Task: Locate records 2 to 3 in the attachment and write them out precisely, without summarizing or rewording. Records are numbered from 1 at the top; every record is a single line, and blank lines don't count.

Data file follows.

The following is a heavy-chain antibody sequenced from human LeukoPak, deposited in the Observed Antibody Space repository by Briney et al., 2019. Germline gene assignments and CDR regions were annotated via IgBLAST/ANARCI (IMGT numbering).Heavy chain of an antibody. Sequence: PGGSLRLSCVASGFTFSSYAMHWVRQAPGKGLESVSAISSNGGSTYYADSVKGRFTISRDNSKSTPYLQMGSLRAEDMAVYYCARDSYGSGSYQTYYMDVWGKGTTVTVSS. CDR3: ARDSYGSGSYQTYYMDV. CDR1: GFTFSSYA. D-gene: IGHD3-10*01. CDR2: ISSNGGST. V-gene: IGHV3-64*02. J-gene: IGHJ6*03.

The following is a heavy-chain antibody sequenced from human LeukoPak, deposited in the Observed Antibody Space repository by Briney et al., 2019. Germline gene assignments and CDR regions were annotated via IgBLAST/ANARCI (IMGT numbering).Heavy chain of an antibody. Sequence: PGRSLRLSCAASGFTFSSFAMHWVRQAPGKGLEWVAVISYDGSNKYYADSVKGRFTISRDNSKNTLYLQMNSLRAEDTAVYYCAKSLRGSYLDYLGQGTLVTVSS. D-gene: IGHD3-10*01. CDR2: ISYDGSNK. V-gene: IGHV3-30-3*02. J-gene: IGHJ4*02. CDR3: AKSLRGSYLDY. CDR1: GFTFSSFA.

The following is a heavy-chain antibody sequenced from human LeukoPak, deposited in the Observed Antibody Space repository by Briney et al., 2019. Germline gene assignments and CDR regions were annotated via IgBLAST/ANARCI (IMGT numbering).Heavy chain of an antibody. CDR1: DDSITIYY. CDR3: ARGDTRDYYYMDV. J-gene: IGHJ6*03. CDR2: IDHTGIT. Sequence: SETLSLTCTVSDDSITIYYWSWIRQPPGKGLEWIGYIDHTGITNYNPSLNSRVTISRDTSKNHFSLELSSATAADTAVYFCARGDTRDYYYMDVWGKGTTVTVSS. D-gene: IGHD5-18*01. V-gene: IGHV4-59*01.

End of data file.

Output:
The following is a heavy-chain antibody sequenced from human LeukoPak, deposited in the Observed Antibody Space repository by Briney et al., 2019. Germline gene assignments and CDR regions were annotated via IgBLAST/ANARCI (IMGT numbering).Heavy chain of an antibody. Sequence: PGRSLRLSCAASGFTFSSFAMHWVRQAPGKGLEWVAVISYDGSNKYYADSVKGRFTISRDNSKNTLYLQMNSLRAEDTAVYYCAKSLRGSYLDYLGQGTLVTVSS. D-gene: IGHD3-10*01. CDR2: ISYDGSNK. V-gene: IGHV3-30-3*02. J-gene: IGHJ4*02. CDR3: AKSLRGSYLDY. CDR1: GFTFSSFA.

The following is a heavy-chain antibody sequenced from human LeukoPak, deposited in the Observed Antibody Space repository by Briney et al., 2019. Germline gene assignments and CDR regions were annotated via IgBLAST/ANARCI (IMGT numbering).Heavy chain of an antibody. CDR1: DDSITIYY. CDR3: ARGDTRDYYYMDV. J-gene: IGHJ6*03. CDR2: IDHTGIT. Sequence: SETLSLTCTVSDDSITIYYWSWIRQPPGKGLEWIGYIDHTGITNYNPSLNSRVTISRDTSKNHFSLELSSATAADTAVYFCARGDTRDYYYMDVWGKGTTVTVSS. D-gene: IGHD5-18*01. V-gene: IGHV4-59*01.